The clash between secular and ultra-Orthodox Israelis in a Jerusalem neighborhood has made the latest cover of Time magazine.
“Forty-five years after the last decisive contest for the city,” Time reporter Karl Vick writes in the cover story of the magazine’s August 13 Europe, Asia and Africa edition, “a new battle for Jerusalem is under way.”
The article focuses on growing tensions in the neighborhood of Kiryat Hayovel, where ultra-Orthodox residents are trying to increase their hold in the face of opposition from secular and national-religious residents. The clash has come to be seen as a symbol for the rest of the city — which, in turn, can be seen as a symbol for the rest of the country.
According to Vick, the proportion of secular and national-religious Israelis in Jerusalem has dropped to 31 percent, the same as the ultra-Orthodox — but ultra-Orthodox numbers are rapidly growing. The rest of the city’s residents are east Jerusalem Palestinians.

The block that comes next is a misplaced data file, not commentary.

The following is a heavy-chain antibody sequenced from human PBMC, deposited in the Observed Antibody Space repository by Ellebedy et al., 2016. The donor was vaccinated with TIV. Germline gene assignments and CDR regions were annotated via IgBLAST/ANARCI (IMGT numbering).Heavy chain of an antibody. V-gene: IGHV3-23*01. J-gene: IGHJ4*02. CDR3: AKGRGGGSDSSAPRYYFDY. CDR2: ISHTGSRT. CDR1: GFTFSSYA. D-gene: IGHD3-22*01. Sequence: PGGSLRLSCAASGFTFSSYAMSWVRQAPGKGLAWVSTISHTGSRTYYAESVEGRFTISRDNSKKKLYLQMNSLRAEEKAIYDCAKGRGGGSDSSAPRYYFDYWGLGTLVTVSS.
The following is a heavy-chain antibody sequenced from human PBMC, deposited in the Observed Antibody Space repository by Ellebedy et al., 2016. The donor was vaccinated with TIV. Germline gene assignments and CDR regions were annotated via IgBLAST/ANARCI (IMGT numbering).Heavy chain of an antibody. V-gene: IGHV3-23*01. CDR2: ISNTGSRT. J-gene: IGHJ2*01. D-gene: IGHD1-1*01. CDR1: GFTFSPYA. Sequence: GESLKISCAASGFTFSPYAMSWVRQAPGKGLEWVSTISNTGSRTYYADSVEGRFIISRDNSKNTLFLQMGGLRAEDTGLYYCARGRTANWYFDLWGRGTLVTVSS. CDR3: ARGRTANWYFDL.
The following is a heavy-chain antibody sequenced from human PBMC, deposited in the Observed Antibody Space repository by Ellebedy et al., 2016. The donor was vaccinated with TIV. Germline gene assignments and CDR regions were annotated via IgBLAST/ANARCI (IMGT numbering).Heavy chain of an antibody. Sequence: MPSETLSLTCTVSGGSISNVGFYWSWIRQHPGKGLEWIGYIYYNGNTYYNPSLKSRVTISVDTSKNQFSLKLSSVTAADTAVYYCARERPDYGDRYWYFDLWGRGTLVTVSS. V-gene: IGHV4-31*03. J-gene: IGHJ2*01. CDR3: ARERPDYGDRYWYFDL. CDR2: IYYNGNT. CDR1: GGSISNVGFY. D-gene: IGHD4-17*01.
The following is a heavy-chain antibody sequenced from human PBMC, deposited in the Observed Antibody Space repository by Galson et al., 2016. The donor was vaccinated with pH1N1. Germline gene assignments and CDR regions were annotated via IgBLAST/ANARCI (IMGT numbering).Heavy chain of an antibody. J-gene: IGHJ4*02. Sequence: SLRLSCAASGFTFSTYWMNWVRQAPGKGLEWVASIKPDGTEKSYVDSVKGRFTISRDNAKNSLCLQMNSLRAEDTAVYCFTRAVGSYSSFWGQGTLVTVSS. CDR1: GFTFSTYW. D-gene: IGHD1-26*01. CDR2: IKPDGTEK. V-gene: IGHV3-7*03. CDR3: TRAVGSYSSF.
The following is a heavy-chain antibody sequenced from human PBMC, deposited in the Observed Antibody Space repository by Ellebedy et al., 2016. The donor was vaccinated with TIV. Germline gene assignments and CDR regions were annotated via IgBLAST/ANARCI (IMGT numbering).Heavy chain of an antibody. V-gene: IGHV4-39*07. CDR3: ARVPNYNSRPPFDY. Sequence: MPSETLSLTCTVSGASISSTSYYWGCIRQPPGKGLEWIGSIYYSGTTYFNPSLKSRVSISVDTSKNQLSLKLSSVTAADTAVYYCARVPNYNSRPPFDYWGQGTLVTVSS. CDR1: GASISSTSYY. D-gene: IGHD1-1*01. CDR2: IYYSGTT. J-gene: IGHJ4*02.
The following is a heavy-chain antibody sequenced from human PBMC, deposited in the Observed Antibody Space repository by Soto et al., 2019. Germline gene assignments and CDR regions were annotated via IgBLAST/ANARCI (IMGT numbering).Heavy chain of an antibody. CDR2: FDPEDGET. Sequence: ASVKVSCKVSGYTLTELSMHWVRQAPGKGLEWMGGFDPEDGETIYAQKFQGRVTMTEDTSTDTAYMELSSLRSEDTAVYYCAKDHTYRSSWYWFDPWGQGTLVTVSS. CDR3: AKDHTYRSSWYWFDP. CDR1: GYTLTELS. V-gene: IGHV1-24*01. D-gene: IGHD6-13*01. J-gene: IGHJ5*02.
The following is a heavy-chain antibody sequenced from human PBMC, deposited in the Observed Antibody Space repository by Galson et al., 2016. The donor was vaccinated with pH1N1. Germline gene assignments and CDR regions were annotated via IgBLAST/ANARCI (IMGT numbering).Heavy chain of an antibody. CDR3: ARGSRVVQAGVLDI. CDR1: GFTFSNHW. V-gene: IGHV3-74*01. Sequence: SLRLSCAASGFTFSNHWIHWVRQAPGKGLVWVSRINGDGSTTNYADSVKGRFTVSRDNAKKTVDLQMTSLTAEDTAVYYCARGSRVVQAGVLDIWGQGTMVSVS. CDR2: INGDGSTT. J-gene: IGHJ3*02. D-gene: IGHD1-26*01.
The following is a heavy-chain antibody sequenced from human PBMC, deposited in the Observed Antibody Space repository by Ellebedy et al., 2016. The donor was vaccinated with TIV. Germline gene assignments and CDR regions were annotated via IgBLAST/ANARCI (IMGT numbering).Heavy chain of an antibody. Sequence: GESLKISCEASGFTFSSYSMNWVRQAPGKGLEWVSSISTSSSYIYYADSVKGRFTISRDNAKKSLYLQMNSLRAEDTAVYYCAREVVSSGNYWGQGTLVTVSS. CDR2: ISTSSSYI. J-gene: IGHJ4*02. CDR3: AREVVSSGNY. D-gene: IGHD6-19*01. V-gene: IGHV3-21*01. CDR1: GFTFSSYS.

The article cites a demographic estimate that in 20 years one of every five Israelis will be ultra-Orthodox.
“Three generations ago, the ultra-Orthodox were all but extinct,” Vick writes. “Their Lazarus-like comeback either threatens the fabric of Israel or, as they see it, points the way to the nation’s salvation.”
The threat posed by the ultra-Orthodox birthrate is much discussed in Israel. But the varied and changing face of ultra-Orthodox society — which is not monolithic, and where there is increasing participation in the workforce and, to a much smaller extent, in the military — makes it impossible to predict the effect their growth will have on Israeli society in the long term.
But Jerusalem, with its large ultra-Orthodox population and the flight of its other residents, may well be approaching a tipping point, as Vick points out. The small victories of one secular activist in Kiryat Hayovel, he writes, “may prove to be small battles in a larger war that he and those like him are losing.”